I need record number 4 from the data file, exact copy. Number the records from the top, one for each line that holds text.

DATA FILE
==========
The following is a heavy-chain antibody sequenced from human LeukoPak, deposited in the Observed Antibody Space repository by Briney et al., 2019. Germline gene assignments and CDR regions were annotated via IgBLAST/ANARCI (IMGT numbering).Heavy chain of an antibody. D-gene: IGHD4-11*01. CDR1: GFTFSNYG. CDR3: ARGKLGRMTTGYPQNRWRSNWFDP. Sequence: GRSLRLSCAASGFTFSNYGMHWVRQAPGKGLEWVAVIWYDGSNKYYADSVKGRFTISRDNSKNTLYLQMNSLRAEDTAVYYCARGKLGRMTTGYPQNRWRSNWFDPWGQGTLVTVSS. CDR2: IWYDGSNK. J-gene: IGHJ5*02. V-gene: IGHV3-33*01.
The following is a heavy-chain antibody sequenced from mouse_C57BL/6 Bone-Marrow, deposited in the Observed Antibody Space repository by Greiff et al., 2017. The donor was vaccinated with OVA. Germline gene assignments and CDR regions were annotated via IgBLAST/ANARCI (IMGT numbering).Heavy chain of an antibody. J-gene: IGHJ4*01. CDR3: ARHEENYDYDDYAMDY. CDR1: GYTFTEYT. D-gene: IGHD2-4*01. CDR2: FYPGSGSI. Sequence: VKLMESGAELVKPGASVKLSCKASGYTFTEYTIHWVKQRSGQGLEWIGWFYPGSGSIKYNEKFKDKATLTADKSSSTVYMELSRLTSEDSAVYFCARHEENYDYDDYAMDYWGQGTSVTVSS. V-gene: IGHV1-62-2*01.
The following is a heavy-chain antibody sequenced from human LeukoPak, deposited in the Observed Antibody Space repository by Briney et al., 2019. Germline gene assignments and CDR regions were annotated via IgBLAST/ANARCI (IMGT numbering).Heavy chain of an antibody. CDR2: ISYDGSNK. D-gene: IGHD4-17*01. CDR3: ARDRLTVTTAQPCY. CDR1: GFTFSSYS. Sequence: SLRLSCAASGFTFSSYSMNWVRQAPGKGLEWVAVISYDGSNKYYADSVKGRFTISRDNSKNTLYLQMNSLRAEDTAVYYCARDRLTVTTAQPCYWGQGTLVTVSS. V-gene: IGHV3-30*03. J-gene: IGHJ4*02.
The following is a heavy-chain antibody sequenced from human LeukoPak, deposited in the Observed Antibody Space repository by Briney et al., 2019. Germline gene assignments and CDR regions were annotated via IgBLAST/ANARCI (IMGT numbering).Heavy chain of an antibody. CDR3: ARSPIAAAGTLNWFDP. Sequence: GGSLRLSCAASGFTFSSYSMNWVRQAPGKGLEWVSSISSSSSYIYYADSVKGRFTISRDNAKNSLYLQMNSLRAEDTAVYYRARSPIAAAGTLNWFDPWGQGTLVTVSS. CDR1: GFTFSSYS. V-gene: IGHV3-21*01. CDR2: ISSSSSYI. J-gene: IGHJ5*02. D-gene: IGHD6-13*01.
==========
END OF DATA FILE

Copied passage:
The following is a heavy-chain antibody sequenced from human LeukoPak, deposited in the Observed Antibody Space repository by Briney et al., 2019. Germline gene assignments and CDR regions were annotated via IgBLAST/ANARCI (IMGT numbering).Heavy chain of an antibody. CDR3: ARSPIAAAGTLNWFDP. Sequence: GGSLRLSCAASGFTFSSYSMNWVRQAPGKGLEWVSSISSSSSYIYYADSVKGRFTISRDNAKNSLYLQMNSLRAEDTAVYYRARSPIAAAGTLNWFDPWGQGTLVTVSS. CDR1: GFTFSSYS. V-gene: IGHV3-21*01. CDR2: ISSSSSYI. J-gene: IGHJ5*02. D-gene: IGHD6-13*01.